"There is real success to build on in the city and it has good tourism, which is doing really well, so the key is building on that and tying in other areas to build on that success."

  8. 'Survive not thrive' mode

    Today Programme

    BBC Radio 4

    Sterling notes

    A financial expert has warned that people in the UK are not making the best use of their money.

    Steve Tiger, chief executive of fintech company Money Dashboard, told the Today programme: "Sadly in the UK, most adults are in survive rather than thrive mode when it comes to their personal finances."

    Mr Tiger's company aims to bring people's financial information together in one place by pulling banking data from any account in the UK.

    He said banks were hostile to the idea at first, so he had to set up a trade association.

    "We got the other innovators in the market together and successfully lobbied the government for better access to data."

    Mr Tiger's company is based in Edinburgh and he added: "When thinking about location strategy, we think about three things. Firstly how we access talent, secondly can we retain that talent and thirdly is it a favourable environment for start-ups.

    "Edinburgh definitely ticks all three boxes."

  9. Delayed release of Avatar 2 hits Cineworld


    Cineworld says in a trading update that the second half of its financial year had started strongly with film releases such as Spider-Man: Far from Home, Joker and Frozen 2.

    The new Star Wars movie, The Rise of Skywalker, is also due out this month.

    But Cineworld says: "As anticipated, the box office performance for the reported period was slower than the comparative period in 2018 reflecting the phasing of major releases and postponement of some highly anticipated movies to 2020."

    These include Avatar 2, the sequel to James Cameron's blockbuster movie which has made $2.8bn since its release in 2009.

    Between 1 January and 1 December, box office revenue fell by 12.8% while retail sales dropped by 7.4%.

    Total revenue dropped by 9.7%.

    It says: "The impact of the major releases in December is expected to continue the recent positive box office trend.

    However, given the weaker full year box office, partially offset by strong execution of synergies and revenue initiatives, management expects trading for the full year to be slightly below management's expectations."

  10. Edinburgh 'bucking the trend' in UK

    Today Programme

    BBC Radio 4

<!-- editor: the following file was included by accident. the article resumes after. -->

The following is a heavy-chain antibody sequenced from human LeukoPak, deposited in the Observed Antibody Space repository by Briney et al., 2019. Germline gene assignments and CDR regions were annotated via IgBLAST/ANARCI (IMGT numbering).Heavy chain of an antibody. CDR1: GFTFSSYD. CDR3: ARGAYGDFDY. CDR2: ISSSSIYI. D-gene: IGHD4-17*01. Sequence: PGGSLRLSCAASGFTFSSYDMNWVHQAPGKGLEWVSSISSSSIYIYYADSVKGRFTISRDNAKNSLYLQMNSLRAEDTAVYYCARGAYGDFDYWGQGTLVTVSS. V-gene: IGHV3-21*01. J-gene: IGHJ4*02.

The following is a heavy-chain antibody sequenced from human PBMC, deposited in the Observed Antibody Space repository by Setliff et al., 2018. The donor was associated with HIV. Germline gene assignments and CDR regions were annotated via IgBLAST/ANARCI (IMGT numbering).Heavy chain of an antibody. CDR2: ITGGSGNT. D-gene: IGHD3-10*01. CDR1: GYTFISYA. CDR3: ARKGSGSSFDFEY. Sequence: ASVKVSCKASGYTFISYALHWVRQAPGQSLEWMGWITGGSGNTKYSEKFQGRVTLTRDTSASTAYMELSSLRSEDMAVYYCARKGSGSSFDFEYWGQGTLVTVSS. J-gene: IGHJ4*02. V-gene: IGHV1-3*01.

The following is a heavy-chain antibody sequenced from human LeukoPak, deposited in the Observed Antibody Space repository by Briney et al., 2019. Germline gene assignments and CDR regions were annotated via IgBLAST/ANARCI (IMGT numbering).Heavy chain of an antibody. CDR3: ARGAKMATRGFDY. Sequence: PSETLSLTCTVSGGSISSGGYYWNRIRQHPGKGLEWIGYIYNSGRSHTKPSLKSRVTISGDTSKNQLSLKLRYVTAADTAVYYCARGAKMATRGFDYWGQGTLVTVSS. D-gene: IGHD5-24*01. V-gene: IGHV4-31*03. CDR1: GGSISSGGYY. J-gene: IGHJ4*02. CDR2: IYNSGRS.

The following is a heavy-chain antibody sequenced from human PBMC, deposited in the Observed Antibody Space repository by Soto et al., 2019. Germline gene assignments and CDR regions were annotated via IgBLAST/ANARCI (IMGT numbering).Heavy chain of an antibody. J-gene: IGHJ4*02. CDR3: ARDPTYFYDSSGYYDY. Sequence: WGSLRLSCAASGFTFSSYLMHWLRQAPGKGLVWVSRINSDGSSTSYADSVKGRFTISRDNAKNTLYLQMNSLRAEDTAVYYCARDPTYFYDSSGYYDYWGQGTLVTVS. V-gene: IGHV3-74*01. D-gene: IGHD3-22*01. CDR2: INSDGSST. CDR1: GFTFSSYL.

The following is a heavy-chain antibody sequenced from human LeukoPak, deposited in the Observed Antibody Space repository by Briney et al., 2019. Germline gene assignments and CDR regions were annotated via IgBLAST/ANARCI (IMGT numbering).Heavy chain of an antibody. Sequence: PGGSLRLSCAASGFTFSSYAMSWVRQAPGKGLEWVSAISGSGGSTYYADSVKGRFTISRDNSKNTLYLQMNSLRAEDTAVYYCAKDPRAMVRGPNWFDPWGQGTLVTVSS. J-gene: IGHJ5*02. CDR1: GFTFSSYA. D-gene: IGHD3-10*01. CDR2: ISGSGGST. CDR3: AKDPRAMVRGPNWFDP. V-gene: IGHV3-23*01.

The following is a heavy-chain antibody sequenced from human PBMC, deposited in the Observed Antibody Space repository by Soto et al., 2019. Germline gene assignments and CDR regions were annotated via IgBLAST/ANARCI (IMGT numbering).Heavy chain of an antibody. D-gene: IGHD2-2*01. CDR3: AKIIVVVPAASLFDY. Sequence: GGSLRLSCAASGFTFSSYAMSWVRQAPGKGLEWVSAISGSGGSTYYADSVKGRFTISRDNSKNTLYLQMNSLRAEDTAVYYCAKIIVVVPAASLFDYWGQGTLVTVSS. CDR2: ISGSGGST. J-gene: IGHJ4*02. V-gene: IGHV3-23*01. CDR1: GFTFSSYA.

Edinburgh Castle

    Edinburgh is enjoying a boom at the moment, according to the chief executive of the city's Chamber of Commerce, Liz McAreavey.

    She told the Today programme: "Edinburgh is bucking the trend.

    "We have a population growing at double the national average and our business start-up rate is double the national average at almost 19% over the last five years.

    "We’ve got a fantastic tech sector and one of the largest tech incubators in Europe based here, and we’ve had our city region deal which was £1.3bn into the region’s economy which was agreed last year.

    "There’s a huge amount of things happening in Edinburgh financial services - so we are in our little bubble at the moment."

  11. BreakingCineworld full-year trading to miss forecasts

    Cineworld, the cinema chain, is warning that full-year trading will fall below management's expectations because of a "weaker box office".

  12. French champagne, cheese and make-up in US firing line

    French cheese

    American lovers of French fizz, cosmetics, handbags and cheese may face a hefty price hike if the US goes ahead with 100% tariffs on products.

    France introduced a digital services tax in July which the US claims unfairly targets the country's technology giants.

    Hence, the threat of tariffs.

    There is a long list of products facing a levy - which you can read here on page 10 - and comes after the US introduced tariffs on EU goods in a row over illegal subsidies for planemakers Airbus and rival Boeing.

  13. Bridging the childcare cliff edge

    Baby with laptop

    Julia Waltham, head of policy and campaigns at the charity Working Families, says that there is a cliff edge when it comes to childcare.

    "When mum or dad finish parental leave in the baby's first year, significant support for childcare costs doesn't really start until the child is three."